Ghislaine Maxwell portrayed both as scapegoat, predator as trial gets under way – Metro US

Ghislaine Maxwell portrayed both as scapegoat, predator as trial gets under way

Ghislaine Maxwell trial begins in New York
Ghislaine Maxwell trial begins in New York

NEW YORK (Reuters) -Ghislaine Maxwell’s criminal trial got under way on Monday, with a prosecutor saying the British socialite lured underage girls for the late financier Jeffrey Epstein to sexually abuse, while a defense lawyer urged jurors not to turn Maxwell into a scapegoat.

“She preyed on vulnerable young girls, manipulated them, and served them up to be sexually abused,” Assistant District Attorney Lara Pomerantz said in her opening statement.

Maxwell, 59, is on trial for recruiting and grooming four underage girls for Epstein to abuse between 1994 and 2004. Epstein died in jail in 2019 while awaiting trial on sex-abuse charges.

She has pleaded not guilty to eight charges of sex trafficking and other crimes, including two counts of perjury that will be tried at a later date.

Maxwell faces up to 80 years in prison if convicted.

“The charges against Ghislaine Maxwell are for things that Jeffrey Epstein did, but she is not Jeffrey Epstein,” Maxwell’s lawyer, Bobbi Sternheim, said in Manhattan federal court.

The trial comes in the wake of the #MeToo movement, which has encouraged victims of sexual abuse to speak out against powerful men such as movie producer Harvey Weinstein and R&B singer R. Kelly accused of misconduct. Maxwell’s case stands out in part because she is a woman.

Prosecutors say that Maxwell, a former employee and romantic partner of Epstein’s, sent gifts such as lingerie and discussed sexual topics with the girls to win their trust before encouraging them to give Epstein erotic massages. She was sometimes present and at times participated, they say.

Pomerantz began by describing how Maxwell and Epstein met a 14-year old girl named Jane – a pseudonym – at an arts summer camp in 1994. Epstein introduced himself as a donor interested in giving scholarships to talented youth and asked for Jane’s phone number, Pomerantz said.

“Within that first year, when Jane was just 14 years old, Epstein started sexually abusing Jane. He did not abuse her alone,” she said. “Jane was not their only victim. There were other young girls.”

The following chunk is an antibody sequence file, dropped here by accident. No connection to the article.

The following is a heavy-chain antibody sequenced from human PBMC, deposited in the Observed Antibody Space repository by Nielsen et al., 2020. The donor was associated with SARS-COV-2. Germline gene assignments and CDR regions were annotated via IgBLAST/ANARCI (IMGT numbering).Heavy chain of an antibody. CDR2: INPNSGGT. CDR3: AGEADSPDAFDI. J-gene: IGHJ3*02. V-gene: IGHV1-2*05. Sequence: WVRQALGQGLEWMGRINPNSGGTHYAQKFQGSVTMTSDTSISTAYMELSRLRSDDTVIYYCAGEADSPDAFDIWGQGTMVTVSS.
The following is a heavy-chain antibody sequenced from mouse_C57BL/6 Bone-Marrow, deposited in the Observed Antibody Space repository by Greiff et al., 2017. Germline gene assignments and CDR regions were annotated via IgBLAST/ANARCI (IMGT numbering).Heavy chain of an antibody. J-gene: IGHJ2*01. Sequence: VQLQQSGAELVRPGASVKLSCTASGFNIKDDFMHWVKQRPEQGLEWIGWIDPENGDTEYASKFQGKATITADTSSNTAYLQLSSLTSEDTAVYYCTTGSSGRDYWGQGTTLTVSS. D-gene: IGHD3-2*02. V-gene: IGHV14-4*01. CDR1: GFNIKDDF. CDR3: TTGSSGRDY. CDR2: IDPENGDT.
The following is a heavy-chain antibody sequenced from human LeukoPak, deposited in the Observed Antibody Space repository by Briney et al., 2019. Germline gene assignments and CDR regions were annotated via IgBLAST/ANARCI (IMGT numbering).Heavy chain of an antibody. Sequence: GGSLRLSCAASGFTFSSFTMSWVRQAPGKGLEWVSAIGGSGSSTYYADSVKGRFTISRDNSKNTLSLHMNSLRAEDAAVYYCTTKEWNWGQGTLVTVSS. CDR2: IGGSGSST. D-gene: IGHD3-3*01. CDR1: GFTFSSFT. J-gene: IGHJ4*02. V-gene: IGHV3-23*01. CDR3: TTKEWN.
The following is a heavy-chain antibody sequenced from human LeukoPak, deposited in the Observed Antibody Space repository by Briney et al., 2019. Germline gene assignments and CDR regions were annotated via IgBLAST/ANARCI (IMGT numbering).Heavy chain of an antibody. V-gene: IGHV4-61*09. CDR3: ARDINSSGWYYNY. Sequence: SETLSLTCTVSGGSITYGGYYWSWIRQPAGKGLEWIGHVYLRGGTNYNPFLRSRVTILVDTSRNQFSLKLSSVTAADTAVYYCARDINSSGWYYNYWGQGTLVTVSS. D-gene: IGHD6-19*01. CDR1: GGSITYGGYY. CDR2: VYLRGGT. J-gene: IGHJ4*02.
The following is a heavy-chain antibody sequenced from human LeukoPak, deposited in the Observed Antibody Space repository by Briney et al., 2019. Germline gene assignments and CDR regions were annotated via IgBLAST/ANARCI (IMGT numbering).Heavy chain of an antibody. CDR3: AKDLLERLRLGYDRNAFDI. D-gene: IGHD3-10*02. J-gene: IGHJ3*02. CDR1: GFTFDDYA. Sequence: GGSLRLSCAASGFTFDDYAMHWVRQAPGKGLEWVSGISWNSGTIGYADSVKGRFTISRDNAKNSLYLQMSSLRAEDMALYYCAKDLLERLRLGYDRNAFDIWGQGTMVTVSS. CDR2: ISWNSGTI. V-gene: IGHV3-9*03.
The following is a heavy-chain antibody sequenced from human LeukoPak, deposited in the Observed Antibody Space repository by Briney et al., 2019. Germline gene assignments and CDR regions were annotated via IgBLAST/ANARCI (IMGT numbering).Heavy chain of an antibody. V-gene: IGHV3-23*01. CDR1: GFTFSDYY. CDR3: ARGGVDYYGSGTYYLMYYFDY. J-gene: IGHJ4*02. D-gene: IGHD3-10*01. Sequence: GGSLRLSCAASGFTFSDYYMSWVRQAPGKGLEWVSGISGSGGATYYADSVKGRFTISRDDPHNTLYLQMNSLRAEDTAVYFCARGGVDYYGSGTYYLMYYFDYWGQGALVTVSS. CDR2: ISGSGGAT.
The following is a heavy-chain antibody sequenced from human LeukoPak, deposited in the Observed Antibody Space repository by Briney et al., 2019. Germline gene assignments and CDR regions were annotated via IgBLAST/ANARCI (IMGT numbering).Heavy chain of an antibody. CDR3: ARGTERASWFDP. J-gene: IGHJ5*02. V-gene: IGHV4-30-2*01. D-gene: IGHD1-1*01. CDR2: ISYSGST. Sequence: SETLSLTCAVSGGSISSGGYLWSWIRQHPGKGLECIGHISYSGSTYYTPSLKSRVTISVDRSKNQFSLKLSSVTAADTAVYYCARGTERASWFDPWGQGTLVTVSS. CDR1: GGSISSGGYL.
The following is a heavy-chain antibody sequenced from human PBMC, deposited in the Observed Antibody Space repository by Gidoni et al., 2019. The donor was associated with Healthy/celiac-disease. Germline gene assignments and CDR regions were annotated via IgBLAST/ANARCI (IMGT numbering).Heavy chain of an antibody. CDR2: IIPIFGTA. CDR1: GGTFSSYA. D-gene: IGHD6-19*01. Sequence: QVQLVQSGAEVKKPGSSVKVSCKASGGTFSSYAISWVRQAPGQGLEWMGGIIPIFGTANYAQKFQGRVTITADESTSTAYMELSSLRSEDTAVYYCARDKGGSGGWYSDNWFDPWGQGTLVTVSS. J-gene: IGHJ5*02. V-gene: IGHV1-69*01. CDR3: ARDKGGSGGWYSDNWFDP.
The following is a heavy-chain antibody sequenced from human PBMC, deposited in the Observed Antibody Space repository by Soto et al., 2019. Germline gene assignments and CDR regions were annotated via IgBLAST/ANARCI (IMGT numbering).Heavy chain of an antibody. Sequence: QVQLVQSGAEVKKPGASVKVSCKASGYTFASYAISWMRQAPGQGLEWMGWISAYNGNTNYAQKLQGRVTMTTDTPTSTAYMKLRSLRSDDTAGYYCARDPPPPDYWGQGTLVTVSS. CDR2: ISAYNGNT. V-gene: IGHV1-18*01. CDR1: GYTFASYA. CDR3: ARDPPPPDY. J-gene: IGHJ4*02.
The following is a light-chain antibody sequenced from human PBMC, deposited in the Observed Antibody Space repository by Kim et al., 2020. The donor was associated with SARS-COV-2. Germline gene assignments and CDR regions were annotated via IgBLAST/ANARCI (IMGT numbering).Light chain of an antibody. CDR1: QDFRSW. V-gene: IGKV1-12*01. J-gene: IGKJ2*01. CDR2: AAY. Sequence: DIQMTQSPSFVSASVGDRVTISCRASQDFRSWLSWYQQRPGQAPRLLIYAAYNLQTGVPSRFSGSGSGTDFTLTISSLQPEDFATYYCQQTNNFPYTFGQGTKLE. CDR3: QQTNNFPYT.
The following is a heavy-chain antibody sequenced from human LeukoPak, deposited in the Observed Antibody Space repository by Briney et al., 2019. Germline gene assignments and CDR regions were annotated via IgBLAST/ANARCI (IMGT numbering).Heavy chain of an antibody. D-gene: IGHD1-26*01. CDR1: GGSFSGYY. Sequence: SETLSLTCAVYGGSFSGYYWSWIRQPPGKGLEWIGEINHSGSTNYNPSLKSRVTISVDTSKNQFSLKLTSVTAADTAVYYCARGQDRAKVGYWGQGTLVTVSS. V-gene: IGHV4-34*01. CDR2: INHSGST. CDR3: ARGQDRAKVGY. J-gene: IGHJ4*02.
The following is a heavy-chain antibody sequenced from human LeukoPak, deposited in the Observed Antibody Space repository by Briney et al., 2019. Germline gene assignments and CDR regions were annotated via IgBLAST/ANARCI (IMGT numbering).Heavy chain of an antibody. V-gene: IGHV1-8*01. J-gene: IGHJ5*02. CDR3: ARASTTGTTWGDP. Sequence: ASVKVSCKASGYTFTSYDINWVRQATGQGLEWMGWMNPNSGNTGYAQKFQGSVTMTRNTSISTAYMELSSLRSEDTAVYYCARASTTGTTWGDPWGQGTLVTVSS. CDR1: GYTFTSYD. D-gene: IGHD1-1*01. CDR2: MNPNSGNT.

Maxwell sat in the well of the courtroom, a white mask covering her face amid the COVID-19 pandemic. She wore a cream-colored sweater and black pants.

The government’s first witness, Lawrence Paul Visoski Jr, a pilot for Epstein, testified that Maxwell sometimes notified him about Epstein’s upcoming travel plans. Visoski described Maxwell as “one of the assistants in the office for Mr. Epstein.”

Four accusers are expected to testify against Maxwell at the trial, which is expected to last until at least early January. Prosecutors said other witnesses will include family members of the accusers and former Epstein employees.

Sternheim said prosecutors, unable to convict Epstein, are using the daughter of late British media magnate Robert Maxwell as a scapegoat https://www.reuters.com/world/maxwell-challenge-accusers-seek-distance-epstein-sex-abuse-trial-2021-11-23. She said the government was asking jurors to ascribe a “sinister” motive to legal activities such as taking teenagers shopping.

She told jurors that the memories of Maxwell’s accusers had been “manipulated” by lawyers who encouraged them to sue Maxwell and Epstein for damages.

A compensation fund set up after Epstein’s death has been paying claims of accusers from the financier’s estate. Sternheim said Maxwell’s accusers received payouts and that their claims were “enhanced” by cooperating with the government.

“This case is about memory, manipulation and money,” Sternheim said. “Memories fade over time, and in this case you will learn that not only have memories faded, but they have been contaminated by outside information.”

After testimony concluded for the day, Maxwell embraced her defense lawyers.

(Reporting by Luc Cohen and Karen Freifeld in New York; Additional reporting by Jonathan Stempel; Editing by Noeleen Walder, Alistair Bell, Will Dunham, Mark Porter and Sandra Maler)